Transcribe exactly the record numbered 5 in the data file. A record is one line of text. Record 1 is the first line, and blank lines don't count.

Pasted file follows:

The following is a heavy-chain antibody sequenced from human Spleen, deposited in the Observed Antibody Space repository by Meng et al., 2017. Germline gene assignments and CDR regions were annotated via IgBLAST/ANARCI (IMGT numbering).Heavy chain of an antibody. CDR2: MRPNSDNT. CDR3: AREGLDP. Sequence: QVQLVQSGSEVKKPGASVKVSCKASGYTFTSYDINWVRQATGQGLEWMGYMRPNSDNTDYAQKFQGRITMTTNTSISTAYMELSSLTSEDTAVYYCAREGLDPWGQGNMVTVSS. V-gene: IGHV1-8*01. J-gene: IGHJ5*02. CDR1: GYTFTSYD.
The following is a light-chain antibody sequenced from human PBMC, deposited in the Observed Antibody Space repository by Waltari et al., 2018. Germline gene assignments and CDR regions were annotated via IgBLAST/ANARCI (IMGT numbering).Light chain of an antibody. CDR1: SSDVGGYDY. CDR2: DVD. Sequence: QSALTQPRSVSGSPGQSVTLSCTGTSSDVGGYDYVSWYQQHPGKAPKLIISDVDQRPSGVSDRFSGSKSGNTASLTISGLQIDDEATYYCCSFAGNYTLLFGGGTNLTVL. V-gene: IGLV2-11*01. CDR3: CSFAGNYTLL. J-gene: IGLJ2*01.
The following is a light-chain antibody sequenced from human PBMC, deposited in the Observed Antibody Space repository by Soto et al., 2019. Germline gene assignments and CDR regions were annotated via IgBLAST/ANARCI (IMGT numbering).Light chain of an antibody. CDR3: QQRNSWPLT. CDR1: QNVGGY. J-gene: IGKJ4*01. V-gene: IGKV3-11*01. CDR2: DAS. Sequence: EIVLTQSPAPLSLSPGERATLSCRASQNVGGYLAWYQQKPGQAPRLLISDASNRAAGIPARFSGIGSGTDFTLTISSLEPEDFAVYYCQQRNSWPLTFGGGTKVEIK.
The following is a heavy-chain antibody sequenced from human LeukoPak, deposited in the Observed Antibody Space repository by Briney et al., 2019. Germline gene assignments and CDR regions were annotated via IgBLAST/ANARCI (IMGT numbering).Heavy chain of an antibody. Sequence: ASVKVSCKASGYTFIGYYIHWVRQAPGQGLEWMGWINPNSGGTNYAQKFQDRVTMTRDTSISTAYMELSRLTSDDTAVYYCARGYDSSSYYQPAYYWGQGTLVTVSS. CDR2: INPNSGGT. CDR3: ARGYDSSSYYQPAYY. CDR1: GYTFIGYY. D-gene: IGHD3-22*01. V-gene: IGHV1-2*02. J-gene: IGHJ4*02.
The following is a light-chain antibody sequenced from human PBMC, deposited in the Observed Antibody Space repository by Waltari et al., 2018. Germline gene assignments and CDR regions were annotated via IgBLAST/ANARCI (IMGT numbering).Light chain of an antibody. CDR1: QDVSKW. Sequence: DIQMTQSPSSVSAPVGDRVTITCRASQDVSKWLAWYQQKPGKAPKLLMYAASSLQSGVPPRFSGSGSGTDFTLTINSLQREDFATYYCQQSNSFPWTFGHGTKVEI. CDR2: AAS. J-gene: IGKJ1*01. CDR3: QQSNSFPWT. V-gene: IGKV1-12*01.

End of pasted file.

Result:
The following is a light-chain antibody sequenced from human PBMC, deposited in the Observed Antibody Space repository by Waltari et al., 2018. Germline gene assignments and CDR regions were annotated via IgBLAST/ANARCI (IMGT numbering).Light chain of an antibody. CDR1: QDVSKW. Sequence: DIQMTQSPSSVSAPVGDRVTITCRASQDVSKWLAWYQQKPGKAPKLLMYAASSLQSGVPPRFSGSGSGTDFTLTINSLQREDFATYYCQQSNSFPWTFGHGTKVEI. CDR2: AAS. J-gene: IGKJ1*01. CDR3: QQSNSFPWT. V-gene: IGKV1-12*01.